A journalist called a prenatal paternity test "unreliable," "inaccurate" and "prone to error." He was sued for libel. But in his ruling, the judge agreed. Why is the test still for sale?
Ten years ago, New Scientist magazine published a story claiming that a prenatal paternity test was yielding unreliable results. A man had been incorrectly identified as the father, the article alleged, and another had been incorrectly excluded. The company in question, based just outside Toronto, sued for libel.
Almost eight years passed before the case was heard in a Toronto courtroom in the spring of 2018. I was able to attend about half of it. In December 2018, the judge found in favour of the journalist. In April this year, appeals exhausted, the case ended.
Below, I summarize the allegations made by the journalist, Peter Aldhous, and the judge's ruling. But before the summary, I want to make two important points.
First, it was a journalist — not Health Canada, our supposed regulator — who brought this matter to light. Without that painstaking work, we would not know about this.
Second, this prenatal paternity test is still available for sale.
(Full disclosure: Peter Aldhous, the journalist who investigated and wrote the piece in question, was an editor of mine at New Scientist in the late nineties.)
In December, 2010, an article in the British science weekly, New Scientist, alleged that a Canadian prenatal paternity test was "unreliable."
The article, by Peter Aldhous, described instances in which the results were incorrect. In one case, a woman wanted to know which of two men was the father of the child she was carrying — her boyfriend or another man. The test results suggested it was the other man, at which point she considered termination. But a second, more conventional, test found that the other man could not be the father.
Another case involved a man who was incorrectly deemed to be the father. That man gave up his plan to go to law school, moved in with the mother, and helped raise the child. Two subsequent tests revealed, however, that the child was not genetically his.
People seeking prenatal paternity testing are often doing so in order to make an important decision — to terminate a pregnancy, for instance, or to involve another person in the intimate act of co-parenting. Accuracy is paramount.
At the time of both these cases, the standard was to use amniocentesis, which involves inserting a needle into the uterus and collecting fetal cells from the amniotic fluid, which can then be analyzed. Amniocentesis carries a small risk of miscarriage. What was especially appealing about this new test was that it required only a blood sample from the mother and a cheek swab from the purported father. It cost around $950.
Despite the fact that different companies appeared to be offering the test, when Aldhous began investigating, he found they were all being performed by a Toronto-area company called Health Genetic Center (HGC). As part of the New Scientist investigation, which lasted some 18 months, Aldhous spoke with numerous scientific experts. As well, he and two colleagues — another man, and a woman who had never been pregnant — submitted samples to the company for testing. The results erroneously indicated that there was a fetus and that Aldhous was the father.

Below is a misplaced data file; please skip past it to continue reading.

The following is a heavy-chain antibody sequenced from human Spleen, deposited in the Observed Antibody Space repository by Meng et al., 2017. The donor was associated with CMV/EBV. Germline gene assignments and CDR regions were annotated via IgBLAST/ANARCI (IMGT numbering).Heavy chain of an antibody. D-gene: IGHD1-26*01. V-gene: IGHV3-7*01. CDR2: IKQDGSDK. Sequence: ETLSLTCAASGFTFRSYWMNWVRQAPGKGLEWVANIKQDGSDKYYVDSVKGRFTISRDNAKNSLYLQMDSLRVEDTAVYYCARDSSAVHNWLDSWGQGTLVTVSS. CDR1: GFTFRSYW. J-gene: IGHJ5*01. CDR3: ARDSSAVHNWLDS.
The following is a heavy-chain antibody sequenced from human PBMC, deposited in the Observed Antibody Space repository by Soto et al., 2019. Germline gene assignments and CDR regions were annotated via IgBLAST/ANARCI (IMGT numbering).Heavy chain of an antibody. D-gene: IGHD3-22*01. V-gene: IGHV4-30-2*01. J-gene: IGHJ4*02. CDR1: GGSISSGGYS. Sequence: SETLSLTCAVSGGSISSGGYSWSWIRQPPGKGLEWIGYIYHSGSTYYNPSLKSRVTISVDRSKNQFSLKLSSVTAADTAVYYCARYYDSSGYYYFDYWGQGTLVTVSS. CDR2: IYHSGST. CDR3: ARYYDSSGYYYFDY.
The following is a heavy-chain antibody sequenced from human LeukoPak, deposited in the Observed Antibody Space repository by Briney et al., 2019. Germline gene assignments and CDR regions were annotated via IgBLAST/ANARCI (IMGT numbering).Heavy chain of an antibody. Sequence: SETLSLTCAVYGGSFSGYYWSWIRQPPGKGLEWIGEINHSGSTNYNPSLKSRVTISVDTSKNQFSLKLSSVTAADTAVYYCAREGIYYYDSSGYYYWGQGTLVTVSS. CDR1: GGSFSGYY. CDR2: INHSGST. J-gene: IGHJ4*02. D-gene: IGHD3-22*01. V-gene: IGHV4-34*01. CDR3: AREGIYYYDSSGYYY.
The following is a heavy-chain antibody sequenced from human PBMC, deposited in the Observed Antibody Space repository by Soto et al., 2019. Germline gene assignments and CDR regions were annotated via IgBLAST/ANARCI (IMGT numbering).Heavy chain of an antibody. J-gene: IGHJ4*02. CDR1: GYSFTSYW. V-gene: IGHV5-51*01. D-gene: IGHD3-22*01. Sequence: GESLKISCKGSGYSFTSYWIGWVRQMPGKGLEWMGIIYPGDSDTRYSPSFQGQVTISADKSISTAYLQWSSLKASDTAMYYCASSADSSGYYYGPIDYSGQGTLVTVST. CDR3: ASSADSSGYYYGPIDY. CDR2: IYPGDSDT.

"Our findings highlight the potential dangers of allowing companies to operate without regulation and quality control," he wrote. "Paternity testing labs are free to operate without accreditation unless they offer results for use in court."
Not long after New Scientist published the story in December 2010, the company sued for libel, naming Aldhous, the magazine, and the magazine's then-owner. A trial took place in Toronto in March and April of 2018. In his ruling, the judge wrote, "There were fourteen cases in which follow-up tests were conducted by accredited laboratories where these subsequent tests demonstrated that the results reported by the plaintiffs were wrong... The fourteen cases demonstrate that the test is unreliable, inaccurate and prone to error. This serves to confirm that the defence of justification has been made out. On this basis alone I can, and I do, dismiss the action." Only in April this year, however, following appeals, did the case finally come to a close.
In a follow-up piece published this past weekend in BuzzFeed, Aldhous tells the story of yet another couple given incorrect results by the test — in 2017. The test, he writes, is still for sale.
"The DNA testing industry is largely unregulated," Aldhous writes. "In the US, Canada, and other countries, companies are allowed to sell DNA tests without going through the approval process required for prescription drugs or medical devices. They don't need to provide any scientific data confirming that a new test, whether used for medical diagnosis or to prove paternity, actually works as advertised... My protracted legal battle shows that this needs to change."
Original 2010 story:
Peter Aldhous. "The danger of unreliable paternity tests." New Scientist. 01 Dec 2010.
Follow up 2020 story:
Peter Aldhous. "Pregnant Women Have Received False Results From This DNA Paternity Test." BuzzFeed. 04 Jul 2020.
Twitter thread about this story
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